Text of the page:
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Can the Olifants River still be saved?

Publication Date: 
Friday, April 23, 2010

It has now become imperative for communities in the upper and lower catchment of the Olifants River to come together to help with the improvement, conservation and sustainable existence of the Olifants River, says Dr Vik Cogho, Chairperson of the Olifants River Forum.

Dr Cogho was reacting to the findings of a research project conducted by the Council for Scientific and Industrial Research (CSIR) on the impact of pollution in the river after incidences of fish deaths and crocodile die-offs in Loskop Dam and further down the Olifants River in the Kruger National Park.

Contact Person

Tendani Tsedu

+27 (0) 12 841 3417

mtsedu@csir.co.za

It has now become imperative for communities in the upper and lower catchment of the Olifants River to come together to help with the improvement, conservation and sustainable existence of the Olifants River, says Dr Vik Cogho, Chairperson of the Olifants River Forum.

Dr Cogho was reacting to the findings of a research project conducted by the Council for Scientific and Industrial Research (CSIR) on the impact of pollution in the river after incidences of fish deaths and crocodile die-offs in Loskop Dam and further down the Olifants River in the Kruger National Park.

“If we don’t work together to improve the river’s water quality before it flows into Loskop Dam, the consequences will be too dire even to consider. We all agree that we are going to do the best we can to save this river,” said Dr Cogho.

The research findings indicate that the dam and the upper Olifants River are so heavily impacted by high levels of nutrients that it is only 30% from the threshold, with the contamination in water samples taken from more than fifteen different sites “the highest ever measured in natural samples” in the CSIR’s isotope research laboratory.

During an information session hosted by the Olifants River Forum on Friday 23 April, researchers also announced that they have found pansteatitis in Largescale yellowfish caught in the upper catchment of the Olifants River. According to Drs Jan Myburgh and Johan Steyl from the Department of Paraclinical Sciences, Faculty of Veterinary Science at the University of Pretoria, this is the first report of pansteatitis in fish from the upper Olifants River. It is generally accepted that the pansteatitis ‘discovered’ in Sharptooth catfish during the Nile crocodile die-offs in 2008 and 2009 in the Olifants Gorge was related to the problem in the dead crocodiles.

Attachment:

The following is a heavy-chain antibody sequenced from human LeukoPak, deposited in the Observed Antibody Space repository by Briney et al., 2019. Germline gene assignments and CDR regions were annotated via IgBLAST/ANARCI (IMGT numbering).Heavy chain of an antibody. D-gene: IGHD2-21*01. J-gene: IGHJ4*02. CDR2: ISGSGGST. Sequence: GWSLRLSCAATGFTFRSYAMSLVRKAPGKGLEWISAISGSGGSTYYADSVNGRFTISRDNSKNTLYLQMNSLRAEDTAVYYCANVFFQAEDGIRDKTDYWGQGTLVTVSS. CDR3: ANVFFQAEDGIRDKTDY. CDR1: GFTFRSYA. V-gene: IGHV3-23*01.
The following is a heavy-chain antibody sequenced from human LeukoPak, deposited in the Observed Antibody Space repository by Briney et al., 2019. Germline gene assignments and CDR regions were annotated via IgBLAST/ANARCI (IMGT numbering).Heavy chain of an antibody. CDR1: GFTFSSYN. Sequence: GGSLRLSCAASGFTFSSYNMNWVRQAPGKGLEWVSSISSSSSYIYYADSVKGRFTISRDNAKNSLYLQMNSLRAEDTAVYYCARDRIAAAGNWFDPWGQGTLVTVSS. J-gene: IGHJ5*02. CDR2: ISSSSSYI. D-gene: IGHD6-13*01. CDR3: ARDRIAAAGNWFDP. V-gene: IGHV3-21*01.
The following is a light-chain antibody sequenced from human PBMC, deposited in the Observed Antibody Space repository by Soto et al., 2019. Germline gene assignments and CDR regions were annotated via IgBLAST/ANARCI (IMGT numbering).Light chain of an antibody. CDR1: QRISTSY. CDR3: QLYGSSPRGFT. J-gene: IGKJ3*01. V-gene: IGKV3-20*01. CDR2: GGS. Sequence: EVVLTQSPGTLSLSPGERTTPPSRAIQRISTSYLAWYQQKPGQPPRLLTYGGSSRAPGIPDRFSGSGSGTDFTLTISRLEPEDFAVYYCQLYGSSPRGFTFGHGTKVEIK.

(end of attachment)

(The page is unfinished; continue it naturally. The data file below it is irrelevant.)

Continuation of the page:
The Olifants River Forum is a voluntary body, comprising members from industry, mining, conservation and management authorities, mandated to encourage voluntary co-operation between interested and affected parties, and to harness expertise, experience and resources to ensure the responsible utilisation of the Olifants River and its catchment basin.

In August 2009 the Forum commissioned the CSIR to conduct one of the largest assessments of its kind in South Africa on the progressive eutrophication and chemical pollution of the Olifants River and the implications for aquatic ecosystem health and human health. The research team is led by CSIR limnologist Dr Paul Oberholster and involves more than 30 researchers from the CSIR, the Universities of Pretoria and Stellenbosch, the Department of Water Affairs and the Mpumalanga Tourism and Parks Agency.

Progressive eutrophication of Loskopdam and the Olifants River

Eutrophication is mainly caused by an increase in nutrients and phosphate levels that stimulates the growth of water plants such as algae, making life increasingly difficult for fish and other organisms due to a lack of dissolved oxygen in the water. Sources of nutrients include nitrogen and phosphates from agricultural fertiliser and poorly-treated sewage and waste water, while the clearing of land for mining and industry causes the erosion of soil containing nutrients and other effluents.

In his presentation Oberholster explained his analysis of 54 dominant algae species from sampling sites in the upper catchment and Loskopdam. The two species that occurred at all the sampling sites were Melosira granulate (consistent with eutrophic waters) and Spirogyra reinhardi (an indicator of eutrophic waters and tolerant of high levels of heavy metal pollution).